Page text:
Agenda item

N/2020/0399 - Demolition of existing bungalow at 486 Kettering Road and redevelopment of site to provide new care home (Class C2) arranged over part two and part three storeys together with associated car parking, landscaping and amenity space and new access from Kettering Road. 486 - 492 Kettering Road


The Principal Planning Officer submitted a report to the Committee including further objection received and explained that buildings on site had been demolished and cleared to make way for the development and that an existing bungalow onsite would also be demolished to allow for the development. The proposal, a 56-bed care home, would have a similar set back from the road to the neighbouring property to the south and would step forward to the north. The development would comprise 3 blocks served by 1 access point at the request of the Local Highway Authority. The number of occupants was initially proposed at 66 but the numbers were reduced to try and improve the parking situation. The care home would include various facilities such as a hair salon and cinema room for use by occupants and all bedrooms would be en suites. Members’ attention was drawn to the addendum which contained a summary of 5 further letters of objection and to an additional statement from a local resident in support of the application that was received following the publication of the Addendum.


Robin Brown, a local resident, spoke against the application and commented that he objected to the size of the development and lack of parking. Mr Brown contested several paragraphs in the report including 7.5, 7.8 and 7.13. He noted that the new proposal was almost 3 times larger than that previously approved. Regarding parking, Mr Brown stated that the provision of 19 spaces was insufficient and suggested that any overflow would block Kettering Road and the surrounding streets. He advised that refuse collection vehicles would need to reverse 32m into the site, exceeding the recommended distance which could affect the safety of service users and other elderly people in the area.


Councillor Hallam, in his capacity as the Ward Councillor, spoke against the application and commented that local residents were supportive of the principle of the continued use of the site for elderly accommodation and care, however they had concerns around the proposed development’s design which would have an overbearing effect. The continuing increase of traffic along Kettering road was also a concern. Councillor Hallam asked that the Committee defer their decision to allow further discussion to take place between the planning consultant, officer and local residents


Mohammed Azhar, a local resident, spoke against the application and voiced concern around the scale and design of the proposal, the increase in traffic generated and privacy. He noted that waste storage for the site would be located close to neighbouring properties and suggested that it be moved to an area of the site not adjacent to residential properties.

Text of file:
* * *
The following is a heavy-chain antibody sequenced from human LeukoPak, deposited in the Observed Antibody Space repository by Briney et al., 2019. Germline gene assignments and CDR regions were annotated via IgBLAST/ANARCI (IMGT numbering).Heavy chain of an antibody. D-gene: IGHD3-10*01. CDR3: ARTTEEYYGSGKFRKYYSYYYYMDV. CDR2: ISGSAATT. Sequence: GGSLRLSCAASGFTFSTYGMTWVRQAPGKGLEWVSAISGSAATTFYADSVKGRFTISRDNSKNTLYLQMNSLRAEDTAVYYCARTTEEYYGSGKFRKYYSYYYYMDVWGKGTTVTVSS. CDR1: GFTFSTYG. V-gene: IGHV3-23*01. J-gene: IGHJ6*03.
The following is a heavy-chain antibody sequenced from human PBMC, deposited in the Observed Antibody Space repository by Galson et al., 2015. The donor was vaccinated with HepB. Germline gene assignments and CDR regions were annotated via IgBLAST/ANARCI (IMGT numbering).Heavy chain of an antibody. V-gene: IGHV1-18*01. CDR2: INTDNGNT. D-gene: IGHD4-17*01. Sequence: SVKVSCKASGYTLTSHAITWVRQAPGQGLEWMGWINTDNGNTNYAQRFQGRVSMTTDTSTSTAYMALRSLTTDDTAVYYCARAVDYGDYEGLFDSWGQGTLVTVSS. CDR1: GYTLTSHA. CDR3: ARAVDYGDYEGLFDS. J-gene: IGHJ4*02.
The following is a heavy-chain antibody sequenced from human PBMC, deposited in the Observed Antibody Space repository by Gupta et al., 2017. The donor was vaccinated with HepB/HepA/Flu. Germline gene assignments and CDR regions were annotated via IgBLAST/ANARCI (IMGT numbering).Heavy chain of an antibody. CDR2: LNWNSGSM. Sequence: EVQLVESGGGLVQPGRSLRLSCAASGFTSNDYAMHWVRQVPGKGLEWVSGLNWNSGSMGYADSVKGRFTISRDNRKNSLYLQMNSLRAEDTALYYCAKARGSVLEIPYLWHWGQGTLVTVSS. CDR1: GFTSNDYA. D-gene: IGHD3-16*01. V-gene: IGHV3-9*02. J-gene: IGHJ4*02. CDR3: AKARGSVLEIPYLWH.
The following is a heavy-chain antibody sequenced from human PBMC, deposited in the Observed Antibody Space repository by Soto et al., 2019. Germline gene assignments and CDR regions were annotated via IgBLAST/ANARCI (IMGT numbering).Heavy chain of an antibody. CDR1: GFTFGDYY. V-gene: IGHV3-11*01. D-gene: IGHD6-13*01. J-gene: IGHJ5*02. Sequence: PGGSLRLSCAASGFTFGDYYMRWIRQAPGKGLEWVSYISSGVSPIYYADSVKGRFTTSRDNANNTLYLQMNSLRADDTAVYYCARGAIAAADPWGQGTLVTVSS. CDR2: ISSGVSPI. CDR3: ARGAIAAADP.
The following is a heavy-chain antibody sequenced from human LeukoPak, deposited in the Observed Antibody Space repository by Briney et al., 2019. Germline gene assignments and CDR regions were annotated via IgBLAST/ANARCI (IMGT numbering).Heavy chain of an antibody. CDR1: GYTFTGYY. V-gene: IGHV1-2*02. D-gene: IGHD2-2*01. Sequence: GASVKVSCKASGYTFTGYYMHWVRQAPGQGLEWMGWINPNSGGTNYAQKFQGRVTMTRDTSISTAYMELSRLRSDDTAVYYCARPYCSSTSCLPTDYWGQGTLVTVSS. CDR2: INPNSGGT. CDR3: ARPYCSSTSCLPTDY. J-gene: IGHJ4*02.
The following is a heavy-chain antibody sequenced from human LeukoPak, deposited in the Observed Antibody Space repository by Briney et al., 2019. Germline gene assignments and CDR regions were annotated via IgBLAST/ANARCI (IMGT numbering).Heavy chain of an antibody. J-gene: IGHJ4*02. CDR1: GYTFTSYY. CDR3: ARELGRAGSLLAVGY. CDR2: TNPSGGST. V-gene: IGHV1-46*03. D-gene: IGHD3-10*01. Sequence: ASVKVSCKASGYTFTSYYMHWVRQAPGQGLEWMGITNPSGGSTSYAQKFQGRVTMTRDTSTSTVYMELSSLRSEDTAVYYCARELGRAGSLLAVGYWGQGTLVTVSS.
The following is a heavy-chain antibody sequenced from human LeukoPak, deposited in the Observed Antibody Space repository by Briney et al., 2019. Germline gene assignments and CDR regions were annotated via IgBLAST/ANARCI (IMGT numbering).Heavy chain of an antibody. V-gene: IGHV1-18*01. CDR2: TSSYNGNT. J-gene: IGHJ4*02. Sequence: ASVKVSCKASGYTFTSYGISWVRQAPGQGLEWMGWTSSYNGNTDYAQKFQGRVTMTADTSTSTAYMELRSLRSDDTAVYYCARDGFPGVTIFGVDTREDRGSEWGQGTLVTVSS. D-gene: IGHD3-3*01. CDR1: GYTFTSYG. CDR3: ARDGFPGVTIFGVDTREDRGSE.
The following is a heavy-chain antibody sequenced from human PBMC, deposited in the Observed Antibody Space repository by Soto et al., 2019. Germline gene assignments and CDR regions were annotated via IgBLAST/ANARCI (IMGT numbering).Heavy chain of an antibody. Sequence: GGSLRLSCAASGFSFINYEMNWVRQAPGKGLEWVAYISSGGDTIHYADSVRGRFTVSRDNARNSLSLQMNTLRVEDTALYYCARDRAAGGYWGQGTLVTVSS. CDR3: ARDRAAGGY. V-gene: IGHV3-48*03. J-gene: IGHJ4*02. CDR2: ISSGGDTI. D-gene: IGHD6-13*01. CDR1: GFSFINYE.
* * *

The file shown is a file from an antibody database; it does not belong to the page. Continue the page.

Andrea Feeney, Operations Manager for Avery Healthcare, spoke in favour of the application and commented that the care homes operated by Avery Healthcare in Northampton had good ratings with the CQC. She advised that access to outdoor spaces was essential for the wellbeing of residents. Local companies would be used as suppliers for the care home. There was high demand for placements with care homes run by the company which had close links with the relevant authorities. The site would be run by a general manager alongside a team of dedicated an experienced staff, including full-time gardeners and maintenance staff.


In response to questions, Ms Feeney explained that approximately 15-20 staff members would be on site at any time


Adrian Kearley, the agent on behalf of the applicant, spoke in favour of the application and commented that the proposal would address a pressing need for purpose-built care accommodation for elderly people in the area. Up to 55 jobs would be created, and additional jobs during the construction stage. It would have a positive impact on the Council’s housing supply; where people may seek to downsize, larger family homes in the area would become available. Mr Kearney noted that the scale of the proposed development was as small as possible whilst remaining commercially and operationally viable. The development would drop down to 2 storeys where adjacent to residential buildings. Where closes to the properties on Squires Walk the proposal would be 2 storeys and a separation distance of 10m from the boundary and an overall separation distance of 24m to the nearest property. Following meetings with immediate neighbours, the height of the boundary fencing was proposed to be higher and boundary landscaping strengthened. Mr Kearney advised that in Avery’s experience elsewhere, the provision of 20 parking spaces would fully meet their needs and noted that there had been no objections from the Local Highway Authority.


In response to questions, the Committee heard that following extensive consultation with neighbours and the Ward Councillor, the scale of the development had been significantly reduced. The previous care home had a maximum capacity, including extensions over the years of 40+ residents, however it was noted that the care home was not purpose-built.


Members discussed the report.


It was noted that Councillor Choudary joined the meeting mid-way through the item so would not take part in the vote.




That the application be APPROVED subject to the conditions and reasons as set out in the report.


At this juncture Councillor B Markham left the meeting and Councillor Choudary re-joined the meeting.

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